Sunday Herald and Zero Tolerance have teamed up to change how violence against women is reported

This article originally appeared in the Sunday Herald – read it here

Violence against women is something we see in the media every day – be it a storyline on our TV screens, a news item on the radio or splashed across the front page of a newspaper. The devastating killing of MP Jo Cox this week as she headed to her constituency surgery in Birstall, forces us to acknowledge how sickeningly prevalent it is in our society. And with this prevalence we must consider our perception of it, a perception that is shaped by the media we consume.

Good reporting can play a vital role in challenging violence against women – but bad reporting will reinforce victim blaming and deflect attention away from the perpetrator. We undertook research in 2014 where people read news reporting about violence against women. The study indicated that when reading articles which focussed on the victim’s actions, participants were both more likely to engage in victim blaming and to ignore the actions of the perpetrator.

Global figures indicate that 1 in 3 (35%) women worldwide have experienced physical or sexual violence in their lifetime. The 2015 Scottish Women’s Aid census found that more than 1000 women and children in Scotland get support from Women’s Aid services on any given day. With domestic abuse rates still this high we must all continue to challenge the narrative that violence against women is in any way acceptable.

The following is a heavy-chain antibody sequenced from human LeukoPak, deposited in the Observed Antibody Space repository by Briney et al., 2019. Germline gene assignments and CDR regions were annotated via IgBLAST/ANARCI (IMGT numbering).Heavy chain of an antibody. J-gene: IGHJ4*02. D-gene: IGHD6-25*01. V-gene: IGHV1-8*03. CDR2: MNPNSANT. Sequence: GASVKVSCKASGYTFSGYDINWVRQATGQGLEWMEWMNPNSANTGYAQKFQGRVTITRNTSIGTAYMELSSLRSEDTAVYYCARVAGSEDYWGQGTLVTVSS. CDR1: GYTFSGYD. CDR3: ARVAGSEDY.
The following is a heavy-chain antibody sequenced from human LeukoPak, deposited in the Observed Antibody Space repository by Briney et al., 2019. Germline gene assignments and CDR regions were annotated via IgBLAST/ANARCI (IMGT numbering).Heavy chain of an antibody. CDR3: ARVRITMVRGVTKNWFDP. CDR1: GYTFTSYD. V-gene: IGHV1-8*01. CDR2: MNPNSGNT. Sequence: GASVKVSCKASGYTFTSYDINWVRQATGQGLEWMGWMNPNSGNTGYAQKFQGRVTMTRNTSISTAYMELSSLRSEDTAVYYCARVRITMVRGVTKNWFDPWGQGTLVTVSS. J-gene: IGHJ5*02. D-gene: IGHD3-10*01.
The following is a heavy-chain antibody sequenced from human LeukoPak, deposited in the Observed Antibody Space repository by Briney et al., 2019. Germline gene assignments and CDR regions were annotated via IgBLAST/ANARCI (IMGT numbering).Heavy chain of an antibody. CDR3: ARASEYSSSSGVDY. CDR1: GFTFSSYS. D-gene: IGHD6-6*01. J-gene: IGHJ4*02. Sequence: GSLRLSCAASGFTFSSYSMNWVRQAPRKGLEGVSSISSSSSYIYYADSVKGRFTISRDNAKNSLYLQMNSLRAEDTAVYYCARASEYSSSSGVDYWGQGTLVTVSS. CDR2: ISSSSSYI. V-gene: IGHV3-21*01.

Zero Tolerance Co-director Laura Tomson said: “Although Scotland has made real progress towards ending violence against women, we still live in a culture of inequality in which we reach for any explanation for men’s violence other than the chosen behaviour of violent men and the social values which support such violence. The Scottish media is an integral part of Scottish culture, and has a vital role to play in giving the public the real facts about violence and inequality.”

When Zero Tolerance launched in 1992, the cultural landscape was very different. The idea that a woman was more in danger of violence from a man she knew, rather than a stranger, was almost unheard of. Domestic violence was viewed as a ‘private matter’ between a husband and wife.

Our six month campaign used four posters to raise awareness about the reality and prevalence of child sexual abuse, rape and sexual assault, and domestic violence. This was a ground breaking step in shifting the issue of violence against women into the public consciousness.

Since then Zero Tolerance has gone on to address the gender inequality that underpins men’s violence against women, by working with the Scottish Government, schools, employers and more. We have seen heartening progress along the way – Scotland’s sexual offences laws have been re-written and there are now strategies, policies and organisations working to end men’s violence against women in all its forms. The insidious nature of male power, and the way it disadvantages women physically, socially and economically, is a topic of discussion now more than ever.